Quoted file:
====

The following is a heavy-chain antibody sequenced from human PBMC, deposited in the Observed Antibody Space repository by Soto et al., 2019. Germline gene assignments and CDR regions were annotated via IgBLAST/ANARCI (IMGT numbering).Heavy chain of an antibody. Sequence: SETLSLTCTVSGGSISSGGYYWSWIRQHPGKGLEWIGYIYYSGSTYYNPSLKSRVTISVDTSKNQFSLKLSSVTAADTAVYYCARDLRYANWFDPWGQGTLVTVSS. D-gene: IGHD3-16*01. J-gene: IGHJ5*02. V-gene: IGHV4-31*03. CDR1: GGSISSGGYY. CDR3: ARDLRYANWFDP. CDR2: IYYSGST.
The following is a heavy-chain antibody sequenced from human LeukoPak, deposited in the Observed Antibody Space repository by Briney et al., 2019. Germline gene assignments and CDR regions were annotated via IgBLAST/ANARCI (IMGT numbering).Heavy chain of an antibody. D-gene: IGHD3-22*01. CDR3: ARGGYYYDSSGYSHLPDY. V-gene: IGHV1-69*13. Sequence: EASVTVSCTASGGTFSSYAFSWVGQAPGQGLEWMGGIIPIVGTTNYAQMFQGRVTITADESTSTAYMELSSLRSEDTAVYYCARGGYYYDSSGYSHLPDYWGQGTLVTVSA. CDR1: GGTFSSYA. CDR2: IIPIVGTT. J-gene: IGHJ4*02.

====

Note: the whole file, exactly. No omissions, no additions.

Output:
The following is a heavy-chain antibody sequenced from human PBMC, deposited in the Observed Antibody Space repository by Soto et al., 2019. Germline gene assignments and CDR regions were annotated via IgBLAST/ANARCI (IMGT numbering).Heavy chain of an antibody. Sequence: SETLSLTCTVSGGSISSGGYYWSWIRQHPGKGLEWIGYIYYSGSTYYNPSLKSRVTISVDTSKNQFSLKLSSVTAADTAVYYCARDLRYANWFDPWGQGTLVTVSS. D-gene: IGHD3-16*01. J-gene: IGHJ5*02. V-gene: IGHV4-31*03. CDR1: GGSISSGGYY. CDR3: ARDLRYANWFDP. CDR2: IYYSGST.
The following is a heavy-chain antibody sequenced from human LeukoPak, deposited in the Observed Antibody Space repository by Briney et al., 2019. Germline gene assignments and CDR regions were annotated via IgBLAST/ANARCI (IMGT numbering).Heavy chain of an antibody. D-gene: IGHD3-22*01. CDR3: ARGGYYYDSSGYSHLPDY. V-gene: IGHV1-69*13. Sequence: EASVTVSCTASGGTFSSYAFSWVGQAPGQGLEWMGGIIPIVGTTNYAQMFQGRVTITADESTSTAYMELSSLRSEDTAVYYCARGGYYYDSSGYSHLPDYWGQGTLVTVSA. CDR1: GGTFSSYA. CDR2: IIPIVGTT. J-gene: IGHJ4*02.